This week, citizens of our community became upset because of an issue between the local newspaper and sheriff’s office regarding privacy rights vs public record. Social media ‘blew up’ with protests, threats and pronouncements of a boycott.

The Cherokee Scout isn’t the first American newspaper to find itself in the crosshairs for its handling of public information about individual gun owners. In December, The Journal News in White Plains, New York faced a scorching backlash from gun owners after it published names and addresses of residents who had gun permits. The public outcry was so toxic armed guards had to protect the paper’s headquarters.

“After the backlash over the same issue in the state of New York, these idiots should have known what the citizens’ reactions would be,” wrote a commenter, about the Scout, in an online forum for North Carolina gun owners.

And last week, the state legislature in Maine voted to make gun permit data temporarily exempt from the state’s right-to-know law, reacting to the Bangor Daily News’s since-abandoned public records request for information on concealed-weapons permit holders.

There is additional context for this story in this part of the country, though, that also bears repeating here: the rocky relationship between media and county sheriffs.

Cecil Bothwell is an ex-reporter for the Mountain Xpress, an alt-weekly paper in Western North Carolina, who aggressively reported on his county sheriff, Bobby Medford, for years. A judge in 2008 sentenced the sheriff to 15 years in prison on public corruption and extortion charges. In North Carolina, Bothwell says, county sheriffs can be the most powerful elected officials in an area and are virtually beholden to no upper authority.

Now an Asheville city councilman, Bothwell says intimidation and threats were common during his reporting on the sheriff. Vans with dark windows would park outside the houses of newspaper staffers at night. Two deputies had told Bothwell off the record the sheriff said he was going to “take care” of him. He took to wearing somewhat of a disguise when reporting in the field, and borrowing a friend’s car.

“Nothing ever came of it,” Bothwell told me. “It was scary for a while.”

Margaret Williams, news editor of the Mountain Xpress, told me this about the Cherokee Scout and the national criticism it has drawn:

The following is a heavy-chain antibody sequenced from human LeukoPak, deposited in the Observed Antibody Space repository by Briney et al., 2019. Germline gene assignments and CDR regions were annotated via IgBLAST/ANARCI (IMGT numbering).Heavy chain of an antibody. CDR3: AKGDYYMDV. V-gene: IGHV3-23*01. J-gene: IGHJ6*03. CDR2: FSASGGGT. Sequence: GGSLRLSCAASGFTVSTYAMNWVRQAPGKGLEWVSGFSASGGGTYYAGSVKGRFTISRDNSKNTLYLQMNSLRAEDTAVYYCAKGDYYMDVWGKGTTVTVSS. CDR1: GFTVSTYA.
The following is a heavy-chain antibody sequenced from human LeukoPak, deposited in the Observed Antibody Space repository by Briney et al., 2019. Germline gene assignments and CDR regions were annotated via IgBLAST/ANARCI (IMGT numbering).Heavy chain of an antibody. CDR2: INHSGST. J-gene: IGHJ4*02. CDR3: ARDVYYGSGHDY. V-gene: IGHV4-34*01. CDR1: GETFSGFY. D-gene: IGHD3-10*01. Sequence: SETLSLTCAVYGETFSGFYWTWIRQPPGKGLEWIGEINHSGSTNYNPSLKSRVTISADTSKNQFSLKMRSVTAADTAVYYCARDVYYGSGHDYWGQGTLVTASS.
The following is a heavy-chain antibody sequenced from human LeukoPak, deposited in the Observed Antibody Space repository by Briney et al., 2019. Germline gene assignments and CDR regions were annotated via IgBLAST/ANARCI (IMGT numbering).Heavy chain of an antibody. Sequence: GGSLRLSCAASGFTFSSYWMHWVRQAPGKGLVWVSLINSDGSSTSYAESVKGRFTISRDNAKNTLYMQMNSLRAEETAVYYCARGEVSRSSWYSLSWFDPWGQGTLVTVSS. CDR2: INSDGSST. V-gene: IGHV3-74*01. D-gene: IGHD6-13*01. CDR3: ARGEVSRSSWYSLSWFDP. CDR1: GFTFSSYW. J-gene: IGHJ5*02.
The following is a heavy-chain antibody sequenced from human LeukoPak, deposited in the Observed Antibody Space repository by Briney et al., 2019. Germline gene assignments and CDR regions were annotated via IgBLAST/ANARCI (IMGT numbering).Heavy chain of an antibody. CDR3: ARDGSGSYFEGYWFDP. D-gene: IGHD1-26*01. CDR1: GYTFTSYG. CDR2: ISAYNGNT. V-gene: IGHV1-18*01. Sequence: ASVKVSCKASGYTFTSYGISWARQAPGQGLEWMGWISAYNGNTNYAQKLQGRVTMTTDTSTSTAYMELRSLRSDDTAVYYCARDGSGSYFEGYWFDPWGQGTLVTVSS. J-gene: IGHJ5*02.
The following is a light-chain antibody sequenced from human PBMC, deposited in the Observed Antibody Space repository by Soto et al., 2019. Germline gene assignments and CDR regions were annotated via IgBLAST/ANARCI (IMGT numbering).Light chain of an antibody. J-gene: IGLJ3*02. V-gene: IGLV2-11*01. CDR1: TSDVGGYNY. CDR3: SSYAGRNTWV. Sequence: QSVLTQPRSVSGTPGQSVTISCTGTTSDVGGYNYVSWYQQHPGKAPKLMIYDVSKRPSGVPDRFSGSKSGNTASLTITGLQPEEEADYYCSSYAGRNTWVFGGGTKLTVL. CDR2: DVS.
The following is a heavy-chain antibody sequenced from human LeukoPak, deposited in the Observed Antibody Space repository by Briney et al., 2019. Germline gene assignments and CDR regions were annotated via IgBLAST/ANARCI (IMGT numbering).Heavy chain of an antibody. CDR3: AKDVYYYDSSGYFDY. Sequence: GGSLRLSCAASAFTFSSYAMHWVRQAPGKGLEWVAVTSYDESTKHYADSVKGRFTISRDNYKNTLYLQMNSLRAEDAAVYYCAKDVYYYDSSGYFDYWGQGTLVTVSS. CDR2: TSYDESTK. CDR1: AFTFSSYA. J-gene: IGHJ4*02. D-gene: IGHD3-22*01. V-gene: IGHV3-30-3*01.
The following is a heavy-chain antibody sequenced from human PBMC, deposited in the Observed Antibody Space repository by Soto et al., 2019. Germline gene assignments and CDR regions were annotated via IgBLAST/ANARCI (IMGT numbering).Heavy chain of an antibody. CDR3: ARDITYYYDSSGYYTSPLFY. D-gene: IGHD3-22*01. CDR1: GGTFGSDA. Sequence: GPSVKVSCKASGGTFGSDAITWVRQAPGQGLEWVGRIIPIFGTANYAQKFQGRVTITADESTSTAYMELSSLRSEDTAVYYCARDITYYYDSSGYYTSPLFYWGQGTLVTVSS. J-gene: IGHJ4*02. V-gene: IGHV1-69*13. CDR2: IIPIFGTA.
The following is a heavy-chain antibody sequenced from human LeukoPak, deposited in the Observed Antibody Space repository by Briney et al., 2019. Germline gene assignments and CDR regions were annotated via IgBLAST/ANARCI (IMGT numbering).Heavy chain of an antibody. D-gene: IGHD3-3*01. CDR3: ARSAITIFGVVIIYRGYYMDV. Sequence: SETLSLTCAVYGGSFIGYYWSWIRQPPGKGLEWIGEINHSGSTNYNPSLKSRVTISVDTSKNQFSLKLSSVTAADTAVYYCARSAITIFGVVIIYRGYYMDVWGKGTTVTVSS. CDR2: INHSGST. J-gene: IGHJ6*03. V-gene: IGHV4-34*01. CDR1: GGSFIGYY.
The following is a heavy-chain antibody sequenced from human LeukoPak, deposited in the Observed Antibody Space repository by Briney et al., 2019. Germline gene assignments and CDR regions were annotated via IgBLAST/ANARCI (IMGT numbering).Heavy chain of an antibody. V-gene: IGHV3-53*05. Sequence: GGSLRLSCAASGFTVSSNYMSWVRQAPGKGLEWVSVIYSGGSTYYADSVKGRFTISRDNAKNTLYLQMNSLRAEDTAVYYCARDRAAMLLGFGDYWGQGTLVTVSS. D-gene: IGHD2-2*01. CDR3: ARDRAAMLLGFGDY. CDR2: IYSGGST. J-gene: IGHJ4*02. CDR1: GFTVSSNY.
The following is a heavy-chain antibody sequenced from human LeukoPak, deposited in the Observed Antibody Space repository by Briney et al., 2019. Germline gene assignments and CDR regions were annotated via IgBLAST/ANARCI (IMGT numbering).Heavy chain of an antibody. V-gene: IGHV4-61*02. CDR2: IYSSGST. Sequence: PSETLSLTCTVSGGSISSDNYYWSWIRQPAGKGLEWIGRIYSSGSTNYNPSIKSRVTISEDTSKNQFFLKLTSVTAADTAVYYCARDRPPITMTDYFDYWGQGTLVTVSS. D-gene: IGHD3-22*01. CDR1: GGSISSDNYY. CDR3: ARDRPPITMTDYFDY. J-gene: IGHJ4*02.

I doubt it’s fair for fellow journalists to judge Cherokee Scout publisher David Brown so harshly. Few people likely know the whole story, and…this is not a case that’s limited to the Deep South. Even in this day and age, Cherokee County and the Murphy/Andrews area is a fairly remote, insulated rural area. More worrisome is what the sheriff’s reaction says about the state of law enforcement and the understanding about public-records law.

Last May, CBS News ran a 60 Minutes broadcast about the dangers one local newspaper faced in reporting on its sheriff’s office in the rural American South.

“When two small-town newspaper reporters in Kentucky began investigating the corrupt local sheriff, they not only got headline stories,” reported CBS’s Byron Pitts, “they also got death threats.”

North Carolina’s concealed weapons permitting program has been covered in other state and national media—offering more context for reporters, commentators or anyone following this story.

According to Raleigh TV news station WRAL, “Roughly 3 percent of North Carolina’s 9.6 million residents hold a concealed weapons permit, a number that is small but on the rise,” with rural areas of the state leading in numbers of permit holders.

In late December The New York Times examined North Carolina’s concealed carry program. Per the Times:

More than 2,400 permit holders were convicted of felonies or misdemeanors, excluding traffic-related crimes, over the five-year period, The Times found when it compared databases of recent criminal court cases and licensees. While the figure represents a small percentage of those with permits, more than 200 were convicted of felonies, including at least 10 who committed murder or manslaughter. All but two of the killers used a gun.

The Cherokee Scout is a small, western North Carolina newspaper. But the Scout’s story is larger than that, part of a saga about guns and newspapers and public records that is not likely to end soon.

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Corey Hutchins is CJR's correspondent based in Colorado, where he is also a journalist for The Colorado Independent. A former alt-weekly reporter in South Carolina, he was twice named journalist of the year in the weekly division by the SC Press Association. Hutchins recently worked on the State Integrity Investigation at the Center for Public Integrity and he has contributed to Slate, The Nation, The Washington Post, and others. Follow him on Twitter @coreyhutchins or email him at